5th of October, 1762

Finally, at six o’clock in the morning of the fifth, the enemy’s troops left their posts in three columns. The first directed its course toward the breach ; the second toward the royal gate; and the third marched along the highway surrounding the covered way, toward the east and bordering on the plaza de armas.

The few soldiers left us occupied the gorge of the bastion of the foundry, the royal gate, the flank of the bastion of San Andres, and the curtain joining them. The enemy were supported by their batteries and by the fusileers of the tower of Santiago, who poured in a steady fire.

Consequently, it was impossible for ours to occupy the breach in order to defend the approach. The approaching columns discharged two rounds with their muskets, by which they swept the two collateral bastions, the curtain, and all the posts which could oppose them. Finally, all together, they mounted the breach, and seized the bastion of the foundry. At the same instant they attacked the royal gate, which they battered down with axes and iron levers.

After some slight opposition on our side, some officers who were there, not being able to defend those posts, the enemy fired from there on the other posts which they seized also following the cordon, and went to present themselves before the fort whither the governor and captain-general had retired.

At that moment, the militia, the regular troops, and the Indians who were in that fort, threw themselves in disorder from the top of the walls. Many threw themselves into the river, where a number of them were drowned. Consequently, when the captain-general reached the fort, he found only the castellan. Monsieur Pignon, his second, and one artilleryman. The few troops that he found were in confusion and were throwing themselves from the wall. The enemy’s column which entered by the royal gate directed its course toward the plaza de armas and seized the palace.®^ That which marched by the highway, took the small fort which defends the bridge across the Pasig River. Thence it went to the city, entering by the Parian gate/^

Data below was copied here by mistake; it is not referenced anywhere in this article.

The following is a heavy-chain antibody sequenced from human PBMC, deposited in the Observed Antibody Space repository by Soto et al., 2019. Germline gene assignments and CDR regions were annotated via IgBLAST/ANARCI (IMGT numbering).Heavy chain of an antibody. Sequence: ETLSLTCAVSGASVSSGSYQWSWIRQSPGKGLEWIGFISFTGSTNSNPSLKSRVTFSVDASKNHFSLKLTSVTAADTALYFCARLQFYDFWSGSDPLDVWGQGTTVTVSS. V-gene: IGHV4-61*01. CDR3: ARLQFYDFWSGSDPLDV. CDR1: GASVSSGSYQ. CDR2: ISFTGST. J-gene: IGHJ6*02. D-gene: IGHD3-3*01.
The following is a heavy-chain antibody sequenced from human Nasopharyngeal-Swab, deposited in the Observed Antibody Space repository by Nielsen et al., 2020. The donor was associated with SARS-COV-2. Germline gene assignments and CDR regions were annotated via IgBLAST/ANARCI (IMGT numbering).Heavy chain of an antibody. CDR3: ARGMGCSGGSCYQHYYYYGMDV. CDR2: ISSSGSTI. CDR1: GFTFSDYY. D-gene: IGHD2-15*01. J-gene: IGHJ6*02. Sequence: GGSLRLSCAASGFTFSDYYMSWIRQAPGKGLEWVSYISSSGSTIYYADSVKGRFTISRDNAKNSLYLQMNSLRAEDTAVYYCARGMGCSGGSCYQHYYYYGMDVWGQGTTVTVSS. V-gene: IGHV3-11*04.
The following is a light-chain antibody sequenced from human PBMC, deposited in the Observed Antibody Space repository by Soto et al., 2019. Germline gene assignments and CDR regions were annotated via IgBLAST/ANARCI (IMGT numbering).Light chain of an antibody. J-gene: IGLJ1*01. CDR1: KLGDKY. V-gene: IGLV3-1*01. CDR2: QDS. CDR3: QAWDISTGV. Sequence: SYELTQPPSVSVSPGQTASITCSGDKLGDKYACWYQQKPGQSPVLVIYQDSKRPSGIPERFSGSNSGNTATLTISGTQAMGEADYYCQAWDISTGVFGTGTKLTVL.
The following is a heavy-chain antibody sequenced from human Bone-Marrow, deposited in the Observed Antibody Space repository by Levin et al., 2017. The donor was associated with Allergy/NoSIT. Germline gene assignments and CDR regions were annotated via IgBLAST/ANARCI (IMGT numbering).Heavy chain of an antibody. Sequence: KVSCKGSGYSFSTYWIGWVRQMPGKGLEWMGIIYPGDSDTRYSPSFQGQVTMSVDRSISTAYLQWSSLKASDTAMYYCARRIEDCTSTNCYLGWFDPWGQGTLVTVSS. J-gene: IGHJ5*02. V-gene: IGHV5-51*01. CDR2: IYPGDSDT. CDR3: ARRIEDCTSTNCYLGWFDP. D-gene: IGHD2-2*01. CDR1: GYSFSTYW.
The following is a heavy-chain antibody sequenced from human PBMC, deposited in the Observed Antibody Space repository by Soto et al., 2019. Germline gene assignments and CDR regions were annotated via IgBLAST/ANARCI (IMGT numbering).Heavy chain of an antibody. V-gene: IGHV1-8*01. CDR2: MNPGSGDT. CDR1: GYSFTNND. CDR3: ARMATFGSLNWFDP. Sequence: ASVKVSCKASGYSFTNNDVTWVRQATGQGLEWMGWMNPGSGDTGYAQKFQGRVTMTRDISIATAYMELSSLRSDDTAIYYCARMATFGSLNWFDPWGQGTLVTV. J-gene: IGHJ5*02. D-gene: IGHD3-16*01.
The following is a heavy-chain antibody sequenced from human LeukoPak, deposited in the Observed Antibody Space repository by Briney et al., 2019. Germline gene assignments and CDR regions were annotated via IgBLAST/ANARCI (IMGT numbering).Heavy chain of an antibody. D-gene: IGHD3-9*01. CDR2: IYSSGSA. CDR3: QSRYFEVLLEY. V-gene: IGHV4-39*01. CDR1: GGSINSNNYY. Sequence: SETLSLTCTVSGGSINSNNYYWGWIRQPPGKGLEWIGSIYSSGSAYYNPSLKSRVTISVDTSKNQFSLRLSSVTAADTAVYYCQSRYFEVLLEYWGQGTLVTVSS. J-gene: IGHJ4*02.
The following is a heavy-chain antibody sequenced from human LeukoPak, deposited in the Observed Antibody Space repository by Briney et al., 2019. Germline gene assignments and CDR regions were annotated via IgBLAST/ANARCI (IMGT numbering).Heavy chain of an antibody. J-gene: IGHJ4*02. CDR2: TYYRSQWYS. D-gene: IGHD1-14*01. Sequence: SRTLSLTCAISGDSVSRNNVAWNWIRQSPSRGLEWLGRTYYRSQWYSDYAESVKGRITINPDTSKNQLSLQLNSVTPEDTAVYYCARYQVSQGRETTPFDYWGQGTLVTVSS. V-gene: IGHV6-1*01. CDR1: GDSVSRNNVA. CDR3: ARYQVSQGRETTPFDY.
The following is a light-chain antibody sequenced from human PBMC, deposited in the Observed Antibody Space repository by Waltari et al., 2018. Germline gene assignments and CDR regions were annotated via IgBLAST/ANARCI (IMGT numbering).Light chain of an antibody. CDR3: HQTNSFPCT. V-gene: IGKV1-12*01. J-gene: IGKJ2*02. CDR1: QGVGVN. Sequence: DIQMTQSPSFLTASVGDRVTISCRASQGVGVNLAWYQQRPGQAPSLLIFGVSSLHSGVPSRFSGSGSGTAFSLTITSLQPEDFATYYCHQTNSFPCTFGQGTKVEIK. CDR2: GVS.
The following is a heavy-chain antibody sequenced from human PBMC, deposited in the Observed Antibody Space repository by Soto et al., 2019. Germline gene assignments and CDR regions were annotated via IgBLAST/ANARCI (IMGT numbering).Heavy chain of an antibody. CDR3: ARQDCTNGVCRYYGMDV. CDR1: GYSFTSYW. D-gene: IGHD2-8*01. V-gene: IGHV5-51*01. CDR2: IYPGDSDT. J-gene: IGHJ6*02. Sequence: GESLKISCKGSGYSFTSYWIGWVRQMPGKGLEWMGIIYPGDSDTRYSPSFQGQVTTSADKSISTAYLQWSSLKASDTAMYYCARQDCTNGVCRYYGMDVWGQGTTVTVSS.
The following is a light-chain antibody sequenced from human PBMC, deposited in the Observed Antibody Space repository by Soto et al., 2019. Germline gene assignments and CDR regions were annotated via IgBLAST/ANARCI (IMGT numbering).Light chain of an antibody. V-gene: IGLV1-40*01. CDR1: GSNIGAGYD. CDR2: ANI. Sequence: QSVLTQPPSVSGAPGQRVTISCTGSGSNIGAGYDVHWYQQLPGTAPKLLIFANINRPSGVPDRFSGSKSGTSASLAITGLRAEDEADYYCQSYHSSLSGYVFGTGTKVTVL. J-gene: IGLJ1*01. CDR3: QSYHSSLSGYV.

The fort flung a white flag, and terms of capitulation were proposed, which the British officers refused to accept At the same moment the colonel pressed the fort to surrender, else indeed hostilities would be continued and arms used. The captain-general, pressed and greatly embarrassed, resolved to go in person with the colonel, under the good faith of the guaranty of his person in order to treat concerning the capitulation with the general. In fact, they discussed the matter at length in the palace. The archbishop desired to have military honors accorded, insisting on this point several times but not being able to obtain it. He was compelled to give an order for the surrender of the fort, and all the men were made prisoners of war with the exception of the captain-general. The military were granted the honor of keeping their swords and the repeated demands of the captain-general could obtain nothing else.^**

The city was given over to pillage, which was cruel and lasted for forty hours, without excepting the churches, the archbishopric, and a part of the palace. Although the captain-general objected at the end of twenty-four hours, the pillage really continued, in spite of the orders of the British general for it to cease. He himself killed with his own hand a soldier whom he found transgressing his orders, and had three hanged.^^